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25th of November, 2017

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Stupid Wrong-Headed Locale Crapola

Being a native English-speaker in a foreign land can be a real pain in the ass. Especially if you’re using a computer. First of all, you’ll probably be buying keyboards and the like from local purveyors, instead of having them flown in specially like the rich boys do. Getting used to a new keyboard is a task unto itself: the German keyboard, for example, reverses the positions of the Y and Z keys in relation to U.S. English keyboards, in addition to relocating the most of the special punctuation symbols ({,},|,\) to finger-breaking combos involving the magical, mystical “Alt-Gr” key. Most commonly used symbols in command-line environments, like the / (Shift-7 in German layout), were not really envisioned as Barre chords, and using them a lot can be exasperating.



Figure 1: The German PC Keyboard (Stolen from Here)

Even worse are the efforts by all the world’s programmers to be the cleverest little boys in town when it comes to solving the localization problem. Take Google, for example. Even though they have more money and resources than about 80% of sovereign nations, they’ve chosen the least reliable method possible to determine a user’s preffered language: His geographical location. If your IP address is in Germany, you’ll get forwarded to the German start page. It’s a solution, I guess, but it paints users with a very broad brush. If you’re a businessman travelling in Germany, for example, and you type in “google.com”, that’s not what you’ll get; you’ll get google.de. Oh, you can set a cookie with Google to always be in English, but you’ll have to navigate to the “Settings” page, if you happen to know that Einstellungen means ‘settings’, then pick your language from a drop-down list you probably can’t read, then save your new settings. As long as you know what Einstellungen Speichern means.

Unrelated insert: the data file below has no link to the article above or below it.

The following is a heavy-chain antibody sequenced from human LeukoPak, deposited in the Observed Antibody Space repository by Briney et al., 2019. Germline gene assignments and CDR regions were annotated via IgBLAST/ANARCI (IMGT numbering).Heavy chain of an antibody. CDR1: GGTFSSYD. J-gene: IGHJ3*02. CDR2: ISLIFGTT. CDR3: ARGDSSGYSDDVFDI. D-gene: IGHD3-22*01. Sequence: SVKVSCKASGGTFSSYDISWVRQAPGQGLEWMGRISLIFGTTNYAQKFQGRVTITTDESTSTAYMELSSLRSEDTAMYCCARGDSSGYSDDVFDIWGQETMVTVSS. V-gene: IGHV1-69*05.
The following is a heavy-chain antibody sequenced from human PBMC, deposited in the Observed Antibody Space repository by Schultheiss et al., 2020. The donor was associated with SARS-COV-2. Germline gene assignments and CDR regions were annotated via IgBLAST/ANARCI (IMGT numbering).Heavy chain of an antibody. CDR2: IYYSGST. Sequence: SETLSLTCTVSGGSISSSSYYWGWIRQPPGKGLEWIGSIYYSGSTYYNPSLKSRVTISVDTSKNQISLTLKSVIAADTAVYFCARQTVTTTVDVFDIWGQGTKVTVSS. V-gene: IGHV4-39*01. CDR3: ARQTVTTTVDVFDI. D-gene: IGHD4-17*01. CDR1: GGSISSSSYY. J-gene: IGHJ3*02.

But a lot of people in Germany don’t speak German; and even more don’t have it as their first language. There are a lot of English, Turkish, and Italian speakers, not to mention Russian, Vietnamese, and Chinese left over from the Communist East German days; among them are people who can’t even read Latin characters. Using geography to determine language doesn’t even wash in the United States even more, since the Burrito Invasion went into overdrive. So why not just let the user tell you what language he wants if you’re so interested. In reality, he already is telling you, you’re just not listening!
Here’s another example. If you install a program under Windows, more often than not that program will use the Locale setting to determine which language to display. If you live in Germany, it will display – you guessed it – German, no matter what language your Windows OS is running in. When I install SVN, for example, and type “svn help” at the command prompt, this is what it returns:
C:\Documents and Settings\eric>svn help
Aufruf: svn UNTERBEFEHL [Optionen] [Parameter]